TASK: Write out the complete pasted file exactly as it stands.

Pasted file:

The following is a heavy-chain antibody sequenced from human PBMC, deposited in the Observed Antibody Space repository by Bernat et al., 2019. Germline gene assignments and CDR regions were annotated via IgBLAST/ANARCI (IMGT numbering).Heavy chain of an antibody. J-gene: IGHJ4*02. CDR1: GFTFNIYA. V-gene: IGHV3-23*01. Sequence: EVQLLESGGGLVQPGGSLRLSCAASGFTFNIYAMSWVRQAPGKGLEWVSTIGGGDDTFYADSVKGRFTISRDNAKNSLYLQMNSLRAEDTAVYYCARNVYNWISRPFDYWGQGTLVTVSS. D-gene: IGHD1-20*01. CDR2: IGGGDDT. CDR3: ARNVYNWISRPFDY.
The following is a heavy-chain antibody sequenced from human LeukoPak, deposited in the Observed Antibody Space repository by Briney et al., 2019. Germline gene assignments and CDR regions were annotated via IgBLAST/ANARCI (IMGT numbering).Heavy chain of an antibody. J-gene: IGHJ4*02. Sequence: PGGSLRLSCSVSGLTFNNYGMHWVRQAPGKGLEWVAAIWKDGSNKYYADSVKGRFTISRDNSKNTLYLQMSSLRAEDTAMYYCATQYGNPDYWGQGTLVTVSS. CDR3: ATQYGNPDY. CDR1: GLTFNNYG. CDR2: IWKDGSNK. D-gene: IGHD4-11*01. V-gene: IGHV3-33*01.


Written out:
The following is a heavy-chain antibody sequenced from human PBMC, deposited in the Observed Antibody Space repository by Bernat et al., 2019. Germline gene assignments and CDR regions were annotated via IgBLAST/ANARCI (IMGT numbering).Heavy chain of an antibody. J-gene: IGHJ4*02. CDR1: GFTFNIYA. V-gene: IGHV3-23*01. Sequence: EVQLLESGGGLVQPGGSLRLSCAASGFTFNIYAMSWVRQAPGKGLEWVSTIGGGDDTFYADSVKGRFTISRDNAKNSLYLQMNSLRAEDTAVYYCARNVYNWISRPFDYWGQGTLVTVSS. D-gene: IGHD1-20*01. CDR2: IGGGDDT. CDR3: ARNVYNWISRPFDY.
The following is a heavy-chain antibody sequenced from human LeukoPak, deposited in the Observed Antibody Space repository by Briney et al., 2019. Germline gene assignments and CDR regions were annotated via IgBLAST/ANARCI (IMGT numbering).Heavy chain of an antibody. J-gene: IGHJ4*02. Sequence: PGGSLRLSCSVSGLTFNNYGMHWVRQAPGKGLEWVAAIWKDGSNKYYADSVKGRFTISRDNSKNTLYLQMSSLRAEDTAMYYCATQYGNPDYWGQGTLVTVSS. CDR3: ATQYGNPDY. CDR1: GLTFNNYG. CDR2: IWKDGSNK. D-gene: IGHD4-11*01. V-gene: IGHV3-33*01.